Nostalgia 1953: Ship’s sinking ‘is a reminder of nature’s great hazards’

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THE Princess Victoria sea disaster, coming less than a month after the Nutt’s Corner Viking air accident which claimed the lives of 27 people, was, in the words of a News Letter editorial, a reminder ‘that today, for all our scientific and technical progress, we cannot command safety in every circumstance’.

‘Day after day, year after year, the cross-Channel steamers have gone to and fro between our ports and Britain without loss of life or any sense of hazard among passengers,’ stated the editorial.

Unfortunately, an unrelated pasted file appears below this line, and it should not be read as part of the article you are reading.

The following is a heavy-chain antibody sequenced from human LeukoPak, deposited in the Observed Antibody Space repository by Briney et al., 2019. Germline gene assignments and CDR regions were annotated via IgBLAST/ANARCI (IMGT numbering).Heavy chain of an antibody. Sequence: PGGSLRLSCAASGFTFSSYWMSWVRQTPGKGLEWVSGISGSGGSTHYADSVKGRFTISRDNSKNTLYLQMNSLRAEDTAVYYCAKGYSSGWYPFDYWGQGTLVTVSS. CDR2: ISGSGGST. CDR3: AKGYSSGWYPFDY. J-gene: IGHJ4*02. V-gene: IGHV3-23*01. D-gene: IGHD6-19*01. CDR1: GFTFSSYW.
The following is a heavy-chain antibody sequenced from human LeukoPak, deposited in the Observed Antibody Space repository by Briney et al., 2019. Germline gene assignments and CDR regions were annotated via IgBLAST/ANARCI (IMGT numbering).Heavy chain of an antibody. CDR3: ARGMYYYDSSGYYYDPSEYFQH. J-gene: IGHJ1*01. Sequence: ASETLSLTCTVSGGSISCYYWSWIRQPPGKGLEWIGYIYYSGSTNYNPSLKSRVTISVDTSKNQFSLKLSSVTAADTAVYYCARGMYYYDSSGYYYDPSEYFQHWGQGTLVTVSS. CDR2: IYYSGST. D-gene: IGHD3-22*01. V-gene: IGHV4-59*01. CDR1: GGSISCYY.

‘The ships seemed able to overcome the challenge of any sort of weather, and travellers have long had the utmost faith in them and in the men who command and man them.

‘Now disaster has overtaken one of the newest vessels engaged in these services and it is with incredulity that we learn that nearly 130 lives have been lost.’

The sinking of so modern a ship would damage the tourism industry, said the News Letter, but it was the loss of life which would hit hardest.

‘Many homes in Ulster and elsewhere have been grievously afflicted by death and to the bereft relatives public sympathy goes out in full measure.’

The deaths of Major Maynard Sinclair, the Stormont Minister of Finance, and Sir Walter Smiles, the MP for North Down, would, said the paper, be a heavy loss for Northern Ireland and its public life.

‘Both had special gifts and mature political experience and their places will not be easy to fill.’